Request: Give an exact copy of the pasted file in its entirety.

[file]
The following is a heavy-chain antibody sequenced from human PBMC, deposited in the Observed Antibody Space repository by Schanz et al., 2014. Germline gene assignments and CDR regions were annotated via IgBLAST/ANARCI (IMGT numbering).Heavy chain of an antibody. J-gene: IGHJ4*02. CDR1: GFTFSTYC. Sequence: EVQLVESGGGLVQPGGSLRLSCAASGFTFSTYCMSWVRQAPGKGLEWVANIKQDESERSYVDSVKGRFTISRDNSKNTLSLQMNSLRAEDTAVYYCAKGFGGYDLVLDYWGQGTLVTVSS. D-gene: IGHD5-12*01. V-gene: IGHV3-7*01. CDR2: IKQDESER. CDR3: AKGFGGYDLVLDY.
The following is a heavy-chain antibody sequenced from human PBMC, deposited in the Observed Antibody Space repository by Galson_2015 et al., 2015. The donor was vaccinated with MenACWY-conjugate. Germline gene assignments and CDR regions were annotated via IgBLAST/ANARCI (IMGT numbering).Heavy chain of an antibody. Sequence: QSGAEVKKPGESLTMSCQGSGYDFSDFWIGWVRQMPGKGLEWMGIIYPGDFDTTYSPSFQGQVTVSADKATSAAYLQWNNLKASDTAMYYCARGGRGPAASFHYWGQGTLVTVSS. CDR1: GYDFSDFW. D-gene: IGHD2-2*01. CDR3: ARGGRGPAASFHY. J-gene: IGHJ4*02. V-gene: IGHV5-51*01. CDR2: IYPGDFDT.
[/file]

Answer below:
The following is a heavy-chain antibody sequenced from human PBMC, deposited in the Observed Antibody Space repository by Schanz et al., 2014. Germline gene assignments and CDR regions were annotated via IgBLAST/ANARCI (IMGT numbering).Heavy chain of an antibody. J-gene: IGHJ4*02. CDR1: GFTFSTYC. Sequence: EVQLVESGGGLVQPGGSLRLSCAASGFTFSTYCMSWVRQAPGKGLEWVANIKQDESERSYVDSVKGRFTISRDNSKNTLSLQMNSLRAEDTAVYYCAKGFGGYDLVLDYWGQGTLVTVSS. D-gene: IGHD5-12*01. V-gene: IGHV3-7*01. CDR2: IKQDESER. CDR3: AKGFGGYDLVLDY.
The following is a heavy-chain antibody sequenced from human PBMC, deposited in the Observed Antibody Space repository by Galson_2015 et al., 2015. The donor was vaccinated with MenACWY-conjugate. Germline gene assignments and CDR regions were annotated via IgBLAST/ANARCI (IMGT numbering).Heavy chain of an antibody. Sequence: QSGAEVKKPGESLTMSCQGSGYDFSDFWIGWVRQMPGKGLEWMGIIYPGDFDTTYSPSFQGQVTVSADKATSAAYLQWNNLKASDTAMYYCARGGRGPAASFHYWGQGTLVTVSS. CDR1: GYDFSDFW. D-gene: IGHD2-2*01. CDR3: ARGGRGPAASFHY. J-gene: IGHJ4*02. V-gene: IGHV5-51*01. CDR2: IYPGDFDT.